Two Gentlemen of Verona The Works of William Shakespeare [Cambridge Edition] [9 vols.]

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DRAMATIS PERSONÆ.

Duke of Milan, Father to Silvia.

Valentine,the two Gentlemen.Proteus,

Antonio, Father to Proteus.

Thurio, a foolish rival to Valentine.

Eglamour, Agent for Silvia in her escape.

Host, where Julia lodges.

Outlaws, with Valentine.

Speed, a clownish Servant to Valentine.

Launce, the like to Proteus.

Panthino, Servant to Antonio.

 

Julia, beloved of Proteus.

Silvia, beloved of Valentine.

Lucetta, waiting-woman to Julia.

 

Servants, Musicians.

Scene, Verona; Milan; the frontiers of Mantua.

Dramatis Personæ.] The names of all the Actors F, at the end of the play.

of Milan] added by Pope.

Proteus] Steevens. Protheus Ff. See .

Antonio] Capell. Anthonio Ff.

Panthino] Capell. Panthion Ff. See .

Servants, Musicians] Theobald.

Scene ...] Pope and Hanmer.

THE

TWO GENTLEMEN OF VERONA.

I. 1 Scene I. Verona. An open place.

Enter Valentine and Proteus.

Val. Cease to persuade, my loving Proteus:

Home-keeping youth have ever homely wits.

Were’t not affection chains thy tender days

To the sweet glances of thy honour’d love,

5 I rather would entreat thy company

To see the wonders of the world abroad,

Than, living dully sluggardized at home,

Wear out thy youth shapeless idleness.

But since thou lovest, love still, and thrive therein,

10

Even as I would, when I to love begin.

Pro. Wilt thou be gone? Sweet Valentine, adieu!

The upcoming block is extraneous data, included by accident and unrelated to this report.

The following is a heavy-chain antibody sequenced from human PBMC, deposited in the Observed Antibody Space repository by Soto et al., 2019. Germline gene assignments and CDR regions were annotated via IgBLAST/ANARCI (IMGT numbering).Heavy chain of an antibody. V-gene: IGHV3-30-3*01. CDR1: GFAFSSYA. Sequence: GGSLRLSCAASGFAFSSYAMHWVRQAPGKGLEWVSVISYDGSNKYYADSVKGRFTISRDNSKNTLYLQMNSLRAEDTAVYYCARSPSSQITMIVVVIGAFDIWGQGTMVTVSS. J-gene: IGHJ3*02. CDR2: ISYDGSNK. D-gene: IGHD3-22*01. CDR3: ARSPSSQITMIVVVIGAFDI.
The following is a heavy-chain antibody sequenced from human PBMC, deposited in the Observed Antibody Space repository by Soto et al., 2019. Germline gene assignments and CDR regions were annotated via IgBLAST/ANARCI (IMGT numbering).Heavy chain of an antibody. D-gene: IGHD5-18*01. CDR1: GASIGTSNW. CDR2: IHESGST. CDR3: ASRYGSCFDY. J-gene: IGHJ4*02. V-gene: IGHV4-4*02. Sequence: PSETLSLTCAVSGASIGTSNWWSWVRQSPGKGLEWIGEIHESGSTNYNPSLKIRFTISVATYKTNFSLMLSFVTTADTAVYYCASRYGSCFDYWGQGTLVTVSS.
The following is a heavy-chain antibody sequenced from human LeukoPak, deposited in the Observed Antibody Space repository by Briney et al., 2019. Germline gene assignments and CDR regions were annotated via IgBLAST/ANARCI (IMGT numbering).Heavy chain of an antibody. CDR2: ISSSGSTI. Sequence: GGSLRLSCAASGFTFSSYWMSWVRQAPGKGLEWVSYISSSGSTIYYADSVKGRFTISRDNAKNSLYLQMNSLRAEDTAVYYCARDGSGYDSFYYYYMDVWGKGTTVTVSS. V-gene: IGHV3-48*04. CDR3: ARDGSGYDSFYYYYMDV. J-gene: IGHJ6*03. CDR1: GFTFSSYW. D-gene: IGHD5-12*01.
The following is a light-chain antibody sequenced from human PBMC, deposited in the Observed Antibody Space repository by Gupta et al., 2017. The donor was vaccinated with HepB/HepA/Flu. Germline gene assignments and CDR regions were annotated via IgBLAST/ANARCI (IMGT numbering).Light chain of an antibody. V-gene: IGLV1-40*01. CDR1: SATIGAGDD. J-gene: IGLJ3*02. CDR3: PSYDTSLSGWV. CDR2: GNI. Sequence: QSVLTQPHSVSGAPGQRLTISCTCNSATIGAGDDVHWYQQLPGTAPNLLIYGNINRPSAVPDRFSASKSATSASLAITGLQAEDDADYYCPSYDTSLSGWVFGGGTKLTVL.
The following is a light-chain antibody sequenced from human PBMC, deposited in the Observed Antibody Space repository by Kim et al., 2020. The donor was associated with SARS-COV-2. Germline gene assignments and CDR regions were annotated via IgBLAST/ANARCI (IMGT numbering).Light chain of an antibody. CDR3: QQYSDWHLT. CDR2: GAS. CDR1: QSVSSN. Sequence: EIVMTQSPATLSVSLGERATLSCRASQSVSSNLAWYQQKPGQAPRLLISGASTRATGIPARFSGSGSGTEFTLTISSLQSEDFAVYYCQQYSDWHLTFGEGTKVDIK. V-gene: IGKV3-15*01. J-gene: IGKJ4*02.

Think on thy Proteus, when thou haply seest

Some rare note-worthy object in thy travel:

Wish me partaker in thy happiness,

15 When thou dost meet good hap; and in thy danger,

If ever danger do environ thee,

Commend thy grievance to my holy prayers,

For I will be thy beadsman, Valentine.

Val. And on a love-book pray for success?

20 Pro. Upon some book I love I’ll pray for thee.

That’s on some shallow story of deep love:

How young Leander cross’d the Hellespont.

Pro. That’s a deep story of a deeper love;

For he was more than over shoes in love.

I. 1.
25 Val. ’Tis true; you are over boots in love,

And yet you never swum the Hellespont.

Pro. Over the boots? nay, give me not the boots.

Val. No, I will not, for it boots not.

Pro.

What?

Val. To be in love, where scorn is bought with groans;

30 Coy looks with heart-sore sighs; one moment’s mirth

With twenty watchful, weary, tedious nights:

If haply won, perhaps a hapless gain;

If lost, why then a grievous labour won;

However, but a folly bought with wit,

35 Or else a wit by folly vanquished.

Pro. So, by your circumstance, you call me fool.

Val. So, by your circumstance, I fear you’ll prove.

Pro. ’Tis love you cavil at: I am not Love.

Val. Love is your master, for he masters you:

40 And he that is so yoked by a fool,

Methinks, should not be chronicled for wise.

Pro. Yet writers say, as in the sweetest bud

The eating canker dwells, so eating love

Inhabits in the finest wits of all.

45 Val. And writers say, as the most forward bud

Is eaten by the canker ere it blow,

Even so by love the young and tender wit

Is turn’d to folly; in the bud,

Losing his verdure even in the prime,

I....